After testing various epoxies, the present invention uses bi-component epoxy comprising a Component A of the epoxy is mixed in the manufacturer's suggested ratio of 100:42 by volume with Component B. This may be done by mechanically-stirring the mixture in the suggested ratio in a low-speed mixer at 400-600 rpm for five minutes. The mixture thus prepared is curable at ambient temperature. Specifically, this mixture cures in 72 hours (or 3 days) at 15° C. A catalytic accelerator may be used to speed up the curing process if desired. When fully cured, the epoxy has a tensile strength of 10,500 psi, a tensile modulus of 461,000 psi and a maximum elongation of 5%.
To bond the organic matrix with the inorganic reinforcement, a hydrophobic silane coupling agent is also required. The silane coupling agent enhances bonding between the fiber sheet, epoxy and the structure to be coated and is usually added in the ratio of 0.1%-1.0% by weight as recommended by the manufacturer. After the silane coupling agent is added to the epoxy mixture, it is further stirred for a few more minutes to ensure that the mixture is homogenous.
The present invention teaches several methods to protect marine structures using the fabric and pre-mixed epoxy mixture described above. These methods share some common steps and additions or departures from these common steps for specific situations will be highlighted.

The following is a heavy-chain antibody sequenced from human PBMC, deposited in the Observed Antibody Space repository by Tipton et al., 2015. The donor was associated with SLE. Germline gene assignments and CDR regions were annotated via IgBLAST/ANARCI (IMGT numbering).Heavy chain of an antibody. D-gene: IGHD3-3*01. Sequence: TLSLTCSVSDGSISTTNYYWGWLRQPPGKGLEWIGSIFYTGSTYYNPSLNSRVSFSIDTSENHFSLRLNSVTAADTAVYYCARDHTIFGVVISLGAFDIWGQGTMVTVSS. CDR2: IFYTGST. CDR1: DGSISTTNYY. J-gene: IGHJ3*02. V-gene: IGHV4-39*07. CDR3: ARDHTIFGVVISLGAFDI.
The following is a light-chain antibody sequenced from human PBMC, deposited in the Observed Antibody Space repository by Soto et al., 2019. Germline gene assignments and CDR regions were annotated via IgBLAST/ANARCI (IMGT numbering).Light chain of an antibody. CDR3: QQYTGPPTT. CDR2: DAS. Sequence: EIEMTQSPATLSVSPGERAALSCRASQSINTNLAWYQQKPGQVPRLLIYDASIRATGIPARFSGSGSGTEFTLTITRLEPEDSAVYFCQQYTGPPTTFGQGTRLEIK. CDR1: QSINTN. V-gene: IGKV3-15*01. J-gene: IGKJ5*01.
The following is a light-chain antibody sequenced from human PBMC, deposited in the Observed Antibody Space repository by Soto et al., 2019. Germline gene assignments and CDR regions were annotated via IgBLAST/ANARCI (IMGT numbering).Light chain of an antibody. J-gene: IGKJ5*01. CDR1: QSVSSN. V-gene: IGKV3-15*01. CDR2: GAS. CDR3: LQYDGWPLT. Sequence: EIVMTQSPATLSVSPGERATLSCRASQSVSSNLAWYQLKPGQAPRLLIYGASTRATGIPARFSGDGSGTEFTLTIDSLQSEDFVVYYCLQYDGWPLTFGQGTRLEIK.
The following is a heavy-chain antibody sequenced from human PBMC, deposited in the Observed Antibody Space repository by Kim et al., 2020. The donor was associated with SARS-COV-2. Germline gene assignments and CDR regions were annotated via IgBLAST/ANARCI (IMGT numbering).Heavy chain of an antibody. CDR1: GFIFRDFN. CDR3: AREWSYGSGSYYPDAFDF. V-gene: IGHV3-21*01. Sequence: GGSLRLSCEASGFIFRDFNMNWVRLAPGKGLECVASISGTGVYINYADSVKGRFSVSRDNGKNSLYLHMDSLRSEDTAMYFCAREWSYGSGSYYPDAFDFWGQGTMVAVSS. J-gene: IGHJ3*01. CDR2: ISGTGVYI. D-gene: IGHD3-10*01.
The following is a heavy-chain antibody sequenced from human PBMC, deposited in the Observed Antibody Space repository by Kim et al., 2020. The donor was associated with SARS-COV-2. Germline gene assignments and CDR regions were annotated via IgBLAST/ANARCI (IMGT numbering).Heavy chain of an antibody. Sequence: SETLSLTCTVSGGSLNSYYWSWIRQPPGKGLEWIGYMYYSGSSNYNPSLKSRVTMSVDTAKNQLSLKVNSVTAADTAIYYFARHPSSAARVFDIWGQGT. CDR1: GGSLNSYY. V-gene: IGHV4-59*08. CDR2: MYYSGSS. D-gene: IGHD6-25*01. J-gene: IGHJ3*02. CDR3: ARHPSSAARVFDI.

The main common steps apply to a large even surface, like that for a steel plate. This may be done by light sandblasting or grinding, followed by cleaning with a brush or air jet to remove any debris. The methods of the present invention render unnecessary any protracted sandblasting or cleaning as needed for painting.
A piece of the reinforcing aramid-glass fiber sheet is then measured and cut. The size and shape of the sheet is predetermined to overlap the spot to be covered by five to 10 times in the two linear dimensions.
The fiber sheet is then wetted, preferably saturated, with the prepared bi-component epoxy mixed and silane coupling agent and laid over the spot to be covered. Saturation of the fiber sheet may be done by immersing it in a tank of mixed unpolymerized epoxy and silane coupling agent.
A roller brush dampened with the epoxy mixture is then used to remove air bubbles in the fiber sheet and smoothen any "bunching" of the material. During application of the fiber sheet, it is important not to stretch or distort the fabric, otherwise voids may be formed in the matrix after the epoxy has cured. Additional epoxy may be applied by brushing or spraying if desired, or to smoothen out uneven patches.
Before the matrix has fully cured, a second fabric sheet of similar shape but smaller than the first sheet is similarly wetted or saturated with the epoxy mixture and laid over the first sheet. The degree of curing is to allow the earlier sheets to remain adhered to the substrate and not be shifted by the application of the subsequent sheets. The degree of curing is not a full, complete cure so as to allow proper bonding of the epoxy of the laid sheet with that of the subsequent sheets.